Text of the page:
About The Artist
Don Davis came into the world in December of 1928 in Calvert, Alabama. Little did his parents know that one day he would become one of Nashville's famed session musicians as a pedal steel guitar player - on over 3,000 recordings.
Don wrote of some of his recollections in "The Journal" back in 19XX. He grew up what some might consider poor back in those days, but a child doesn't know it. His step-father was making $9 a week at the local International Paper and the family seemed to have everything they could want and enough to eat along with a car. He noted they spent three dollars on groceries and would have to take the back seat out of the car just to get them home!
Don developed a liking for the steel guitar at an early age. He got his first one by swapping his bicycle for the guitar. But back then, he never thought it would take him to the future he later found. His parents (step-father, John Charles Beard and mother, Anna Belle) got him a new electric steel guitar for all of $39.95 from Sears Roebuck and Company.
Around the time of World War II, he could be found playing at the local community dances on Saturday nights where the defense workers in Mobile would hang out after work.
As a sixteen year-old teen-ager, he moved to Nashville and became a member of Pee Wee King's Golden West Cowboys, playing the Grand Ole Opry. It only took him three years working with Pee Wee to travel to the original 48 United States. And was earning $45 a week. Even then, fellow Grand Ole Opry artists saw the talent the youngster had and was getting requests to work on their records.
Don relates where much of the money he made came from in that article. Fans will recall those days of that early era where as part of the personal appearances, the stars and their bands would mingle with the crowds afterwards, selling photos, and souvenir books and giving autographs to the fans. Don noted he earned quite a bit selling those souvenir books - getting a dime for each one he sold. He thought he was doing okay, maybe not a millionaire, but he was always working.
But for some, the life on the road can wear a person down. Don thought it was time to take a break from life on the road.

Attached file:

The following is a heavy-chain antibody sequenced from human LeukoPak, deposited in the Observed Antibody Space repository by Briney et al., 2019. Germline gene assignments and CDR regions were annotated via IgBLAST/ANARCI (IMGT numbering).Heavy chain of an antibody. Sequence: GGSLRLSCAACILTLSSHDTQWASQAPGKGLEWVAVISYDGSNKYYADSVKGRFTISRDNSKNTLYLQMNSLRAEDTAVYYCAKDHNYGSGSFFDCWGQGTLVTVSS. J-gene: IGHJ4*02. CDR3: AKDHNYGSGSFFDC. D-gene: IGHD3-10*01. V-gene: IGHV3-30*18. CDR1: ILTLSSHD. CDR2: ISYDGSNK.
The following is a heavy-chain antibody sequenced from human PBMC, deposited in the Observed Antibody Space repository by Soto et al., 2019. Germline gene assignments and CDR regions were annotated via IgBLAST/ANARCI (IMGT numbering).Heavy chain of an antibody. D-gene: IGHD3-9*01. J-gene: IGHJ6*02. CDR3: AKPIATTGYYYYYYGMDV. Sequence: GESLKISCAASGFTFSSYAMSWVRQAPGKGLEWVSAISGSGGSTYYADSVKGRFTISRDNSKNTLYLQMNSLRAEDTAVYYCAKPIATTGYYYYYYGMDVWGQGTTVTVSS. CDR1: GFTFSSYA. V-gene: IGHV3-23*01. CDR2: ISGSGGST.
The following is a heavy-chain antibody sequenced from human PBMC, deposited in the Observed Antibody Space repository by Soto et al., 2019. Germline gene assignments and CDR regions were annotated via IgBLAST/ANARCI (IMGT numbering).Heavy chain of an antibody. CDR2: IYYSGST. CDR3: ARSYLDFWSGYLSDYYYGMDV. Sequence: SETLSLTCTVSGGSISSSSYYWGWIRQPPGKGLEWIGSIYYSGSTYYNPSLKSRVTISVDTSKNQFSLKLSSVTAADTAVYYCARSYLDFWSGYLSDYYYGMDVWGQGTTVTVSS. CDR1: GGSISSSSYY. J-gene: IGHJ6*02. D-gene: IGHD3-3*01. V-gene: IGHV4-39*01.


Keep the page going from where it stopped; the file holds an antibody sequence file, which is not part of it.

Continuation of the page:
His distinctive sound can be heard on recordings by Pee Wee King, Minnie Pearl, Cowboy Copas, Ernest Tubb, Red Foley, Hank WIlliams, Tennessee Ernie Ford, Dinah Shore, Conway Twitty and many others.
Don tells readers that he was on the first recordings Hank Williams did for MGM - Wedding Bells and Mind Your Own Business.
But country music was not his only interest. He developed an interest in jazz music and would jam occasionally with such legendary jazz greats as Lionel Hampton, Nat King Cole and Oscar Moore.
In 1955, Don got together with Shot Jackson and Hank Garland to design and build ten custom pedal steel guitars, one of the first pedal steels ever made. Shot Jackson, would later team up with Buddy Emmons to begin the company that manufactured the famed Sho-Bud Pedal Steel Guitars. Don would later become a spokesperson for the Fender company for their line of pedal steel guitars.
Around 1957, he found work at Channel 5 in Mobile, Alabama, WKRG-TV and was the host of an early morning show called the "Alabama Jubilee".
But he still had a bit more of Nashville in him. He returned to the Music City and opened a publishing company and also began a career as a record producer. Country music fans will recognize the names of the folks he worked with as a record producer - Johnny Cash, Lefty Frizzell, Kitty Wells, Waylon Jennings, Connie Cato and others.